In this new section, the writer of Hebrews transitions from the positive exhortations of the previous chapters to very negative warnings of judgment, beginning with the words, “For if we go on sinning willfully….” In the context of the book of Hebrews, the sin spoken of is to willfully return to the Judaism of their day, in spite of the fact that they had received “the knowledge of the truth.” In light of this apostasy, the writer of Hebrews says that “there no longer remains a sacrifice for sins.” If a believer willfully returns to this first-century Judaism, thereby rejecting Jesus’ sacrifice on the cross, there is nothing else that can protect him or her from God’s judgment. The judgment that is in view here is the judgment of believers, the judgment seat of Christ, not the great white throne judgment reserved for unbelievers. The result will be a loss of reward, rather than a loss of salvation. The idea of fire is reminiscent of Paul’s description of the judgment seat of Christ in 1 Corinthians 3:15: “If any man’s work is burned up, he will suffer loss; but he himself will be saved, yet so as through fire.”
The point of verses 28-29 is if an Israelite who spurned the Old Covenant suffered a severe penalty, believers will most certainly suffer an even more severe penalty if we reject the superior New Covenant. The sin of apostasy under the New Covenant has the effect of “trampling underfoot the Son of God,” or, in essence, treating Him with contempt. Also, it involves “regarding as unclean the blood of the covenant,” despising the superior blood of Jesus Christ, “by which he was sanctified.” This clearly describes the apostate as a Christian. In addition, the apostate insults “the Spirit of Grace,” or the Holy Spirit who graciously brought the believer to faith in the Messiah. In verses 30-31, the writer summarizes his message by quoting twice from the song of Moses (Deuteronomy 32), where Moses warns the Israelites against apostatizing. The writer of Hebrews, just like Moses, wants these believers, who were contemplating renouncing their faith in the Messiah, to understand just how terrifying a prospect that would be.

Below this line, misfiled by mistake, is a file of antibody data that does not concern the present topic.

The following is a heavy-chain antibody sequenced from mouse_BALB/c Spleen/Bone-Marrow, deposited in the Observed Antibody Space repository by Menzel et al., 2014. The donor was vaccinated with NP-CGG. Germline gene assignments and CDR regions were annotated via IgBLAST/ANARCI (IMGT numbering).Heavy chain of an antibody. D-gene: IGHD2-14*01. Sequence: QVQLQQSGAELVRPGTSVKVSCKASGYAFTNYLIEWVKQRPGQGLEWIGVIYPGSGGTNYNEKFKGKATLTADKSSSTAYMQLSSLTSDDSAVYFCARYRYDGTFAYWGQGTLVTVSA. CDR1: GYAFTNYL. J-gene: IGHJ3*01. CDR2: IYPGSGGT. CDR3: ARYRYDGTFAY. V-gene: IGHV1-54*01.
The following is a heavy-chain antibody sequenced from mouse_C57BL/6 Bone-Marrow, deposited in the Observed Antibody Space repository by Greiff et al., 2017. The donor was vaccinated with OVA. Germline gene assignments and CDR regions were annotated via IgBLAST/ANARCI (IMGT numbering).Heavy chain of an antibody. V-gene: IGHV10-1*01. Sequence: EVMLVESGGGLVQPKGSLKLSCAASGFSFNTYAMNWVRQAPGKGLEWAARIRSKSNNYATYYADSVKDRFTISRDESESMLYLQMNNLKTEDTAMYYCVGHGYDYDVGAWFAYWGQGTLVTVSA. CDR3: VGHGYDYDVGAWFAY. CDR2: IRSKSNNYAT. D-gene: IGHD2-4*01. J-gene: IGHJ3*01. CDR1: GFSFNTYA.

The tenor of the message changes beginning in Hebrews 10:32, as the writer encourages these believers to remember past experiences of trials and sufferings. These believers had proven themselves faithful to Messiah as they endured severe trials of their faith “partly by being made a public spectacle through reproaches and tribulations, and partly by becoming sharers with those who were so treated” (Hebrews 10:33). Despite these public spectacles of persecution and even enduring the seizure of their property, they stood firm in their faith. The implication is that they are now contemplating giving in to the persecution and returning to a life that dishonors Messiah. The writer exhorts them to stay strong with the words, “For you have need of endurance” (Hebrews 10:36). He then reminds them of their faith that the Lord is coming soon. He quotes Isaiah 26:21 from the Septuagint, “For yet in a very little while, he who is coming will come, and will not delay.” Lastly, also from the Septuagint, he quotes Habakkuk 2:3-4, “But my righteous one shall live by faith; and if he shrinks back, my soul has no pleasure in him.” “My Righteous One” is referring to a believer and “shrinks back” is speaking about falling away from the faith.
The writer of Hebrews concludes chapter ten with a statement of great hope for himself and for his fellow Jewish believers: “But we are not of those who shrink back to destruction, but of those who have faith to the preserving of the soul” (Hebrew 10:39). From this statement of hope, the writer will transition next to the great hall of faith in Hebrews chapter eleven.